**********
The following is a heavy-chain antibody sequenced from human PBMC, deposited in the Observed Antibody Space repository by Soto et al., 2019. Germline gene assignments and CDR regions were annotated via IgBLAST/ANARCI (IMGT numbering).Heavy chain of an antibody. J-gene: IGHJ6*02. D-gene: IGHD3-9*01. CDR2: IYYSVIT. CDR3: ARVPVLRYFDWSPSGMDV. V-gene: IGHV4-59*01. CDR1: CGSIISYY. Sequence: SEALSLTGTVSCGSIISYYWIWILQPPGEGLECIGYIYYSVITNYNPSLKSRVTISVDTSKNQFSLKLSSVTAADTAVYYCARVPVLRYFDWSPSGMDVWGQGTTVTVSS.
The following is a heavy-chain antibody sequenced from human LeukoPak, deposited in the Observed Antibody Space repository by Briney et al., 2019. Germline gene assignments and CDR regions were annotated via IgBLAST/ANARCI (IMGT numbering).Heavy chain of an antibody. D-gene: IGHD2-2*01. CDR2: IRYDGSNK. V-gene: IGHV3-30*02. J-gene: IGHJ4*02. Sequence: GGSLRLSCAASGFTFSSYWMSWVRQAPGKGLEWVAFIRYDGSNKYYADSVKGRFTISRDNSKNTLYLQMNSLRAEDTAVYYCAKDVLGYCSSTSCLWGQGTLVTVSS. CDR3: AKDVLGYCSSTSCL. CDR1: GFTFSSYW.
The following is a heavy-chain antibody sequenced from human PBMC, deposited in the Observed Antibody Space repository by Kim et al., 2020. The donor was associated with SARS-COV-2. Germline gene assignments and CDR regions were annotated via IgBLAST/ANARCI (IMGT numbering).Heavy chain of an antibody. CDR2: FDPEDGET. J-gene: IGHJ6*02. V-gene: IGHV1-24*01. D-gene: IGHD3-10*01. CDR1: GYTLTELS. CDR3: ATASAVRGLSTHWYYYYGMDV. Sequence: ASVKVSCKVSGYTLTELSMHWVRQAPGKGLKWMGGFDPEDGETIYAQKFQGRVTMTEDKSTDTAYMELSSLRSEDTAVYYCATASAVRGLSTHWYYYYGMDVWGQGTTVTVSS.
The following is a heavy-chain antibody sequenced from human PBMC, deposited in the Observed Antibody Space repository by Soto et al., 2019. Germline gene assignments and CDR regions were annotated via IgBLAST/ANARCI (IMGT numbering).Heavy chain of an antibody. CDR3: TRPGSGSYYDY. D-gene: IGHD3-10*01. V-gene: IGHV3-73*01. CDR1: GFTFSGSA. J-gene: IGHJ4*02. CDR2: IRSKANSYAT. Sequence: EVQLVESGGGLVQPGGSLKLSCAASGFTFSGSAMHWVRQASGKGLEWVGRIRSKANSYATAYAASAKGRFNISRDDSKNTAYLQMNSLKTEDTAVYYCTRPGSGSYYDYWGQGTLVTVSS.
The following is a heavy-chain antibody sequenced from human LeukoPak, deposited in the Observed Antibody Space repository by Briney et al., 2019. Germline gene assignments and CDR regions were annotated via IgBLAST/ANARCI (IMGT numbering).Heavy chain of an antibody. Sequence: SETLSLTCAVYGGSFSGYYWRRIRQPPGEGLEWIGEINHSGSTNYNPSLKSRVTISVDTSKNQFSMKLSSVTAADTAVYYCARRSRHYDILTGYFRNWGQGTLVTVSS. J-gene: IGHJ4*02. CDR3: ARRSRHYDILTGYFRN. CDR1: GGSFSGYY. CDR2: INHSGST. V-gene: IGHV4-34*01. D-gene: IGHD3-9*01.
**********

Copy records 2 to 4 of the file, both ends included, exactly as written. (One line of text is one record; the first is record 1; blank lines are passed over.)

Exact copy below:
The following is a heavy-chain antibody sequenced from human LeukoPak, deposited in the Observed Antibody Space repository by Briney et al., 2019. Germline gene assignments and CDR regions were annotated via IgBLAST/ANARCI (IMGT numbering).Heavy chain of an antibody. D-gene: IGHD2-2*01. CDR2: IRYDGSNK. V-gene: IGHV3-30*02. J-gene: IGHJ4*02. Sequence: GGSLRLSCAASGFTFSSYWMSWVRQAPGKGLEWVAFIRYDGSNKYYADSVKGRFTISRDNSKNTLYLQMNSLRAEDTAVYYCAKDVLGYCSSTSCLWGQGTLVTVSS. CDR3: AKDVLGYCSSTSCL. CDR1: GFTFSSYW.
The following is a heavy-chain antibody sequenced from human PBMC, deposited in the Observed Antibody Space repository by Kim et al., 2020. The donor was associated with SARS-COV-2. Germline gene assignments and CDR regions were annotated via IgBLAST/ANARCI (IMGT numbering).Heavy chain of an antibody. CDR2: FDPEDGET. J-gene: IGHJ6*02. V-gene: IGHV1-24*01. D-gene: IGHD3-10*01. CDR1: GYTLTELS. CDR3: ATASAVRGLSTHWYYYYGMDV. Sequence: ASVKVSCKVSGYTLTELSMHWVRQAPGKGLKWMGGFDPEDGETIYAQKFQGRVTMTEDKSTDTAYMELSSLRSEDTAVYYCATASAVRGLSTHWYYYYGMDVWGQGTTVTVSS.
The following is a heavy-chain antibody sequenced from human PBMC, deposited in the Observed Antibody Space repository by Soto et al., 2019. Germline gene assignments and CDR regions were annotated via IgBLAST/ANARCI (IMGT numbering).Heavy chain of an antibody. CDR3: TRPGSGSYYDY. D-gene: IGHD3-10*01. V-gene: IGHV3-73*01. CDR1: GFTFSGSA. J-gene: IGHJ4*02. CDR2: IRSKANSYAT. Sequence: EVQLVESGGGLVQPGGSLKLSCAASGFTFSGSAMHWVRQASGKGLEWVGRIRSKANSYATAYAASAKGRFNISRDDSKNTAYLQMNSLKTEDTAVYYCTRPGSGSYYDYWGQGTLVTVSS.